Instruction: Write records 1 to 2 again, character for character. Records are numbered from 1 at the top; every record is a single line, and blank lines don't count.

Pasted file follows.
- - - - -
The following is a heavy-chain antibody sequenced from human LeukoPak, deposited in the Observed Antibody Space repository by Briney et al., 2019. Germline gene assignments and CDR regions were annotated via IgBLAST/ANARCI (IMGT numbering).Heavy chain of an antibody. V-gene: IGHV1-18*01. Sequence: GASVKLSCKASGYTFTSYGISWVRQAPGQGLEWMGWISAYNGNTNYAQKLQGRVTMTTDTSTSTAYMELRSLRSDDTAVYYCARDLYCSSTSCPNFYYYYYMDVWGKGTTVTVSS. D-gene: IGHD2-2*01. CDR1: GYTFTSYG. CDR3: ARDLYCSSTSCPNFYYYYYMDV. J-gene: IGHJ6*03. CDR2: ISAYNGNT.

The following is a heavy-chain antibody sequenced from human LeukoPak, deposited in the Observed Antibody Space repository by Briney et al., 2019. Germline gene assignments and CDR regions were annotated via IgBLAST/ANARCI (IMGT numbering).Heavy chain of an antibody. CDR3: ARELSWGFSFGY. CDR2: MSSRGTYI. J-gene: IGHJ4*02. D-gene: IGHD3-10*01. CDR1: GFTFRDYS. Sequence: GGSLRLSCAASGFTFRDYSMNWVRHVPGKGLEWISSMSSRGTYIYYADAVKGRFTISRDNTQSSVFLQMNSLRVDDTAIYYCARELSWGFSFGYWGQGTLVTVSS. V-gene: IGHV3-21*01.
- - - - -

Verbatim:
The following is a heavy-chain antibody sequenced from human LeukoPak, deposited in the Observed Antibody Space repository by Briney et al., 2019. Germline gene assignments and CDR regions were annotated via IgBLAST/ANARCI (IMGT numbering).Heavy chain of an antibody. V-gene: IGHV1-18*01. Sequence: GASVKLSCKASGYTFTSYGISWVRQAPGQGLEWMGWISAYNGNTNYAQKLQGRVTMTTDTSTSTAYMELRSLRSDDTAVYYCARDLYCSSTSCPNFYYYYYMDVWGKGTTVTVSS. D-gene: IGHD2-2*01. CDR1: GYTFTSYG. CDR3: ARDLYCSSTSCPNFYYYYYMDV. J-gene: IGHJ6*03. CDR2: ISAYNGNT.

The following is a heavy-chain antibody sequenced from human LeukoPak, deposited in the Observed Antibody Space repository by Briney et al., 2019. Germline gene assignments and CDR regions were annotated via IgBLAST/ANARCI (IMGT numbering).Heavy chain of an antibody. CDR3: ARELSWGFSFGY. CDR2: MSSRGTYI. J-gene: IGHJ4*02. D-gene: IGHD3-10*01. CDR1: GFTFRDYS. Sequence: GGSLRLSCAASGFTFRDYSMNWVRHVPGKGLEWISSMSSRGTYIYYADAVKGRFTISRDNTQSSVFLQMNSLRVDDTAIYYCARELSWGFSFGYWGQGTLVTVSS. V-gene: IGHV3-21*01.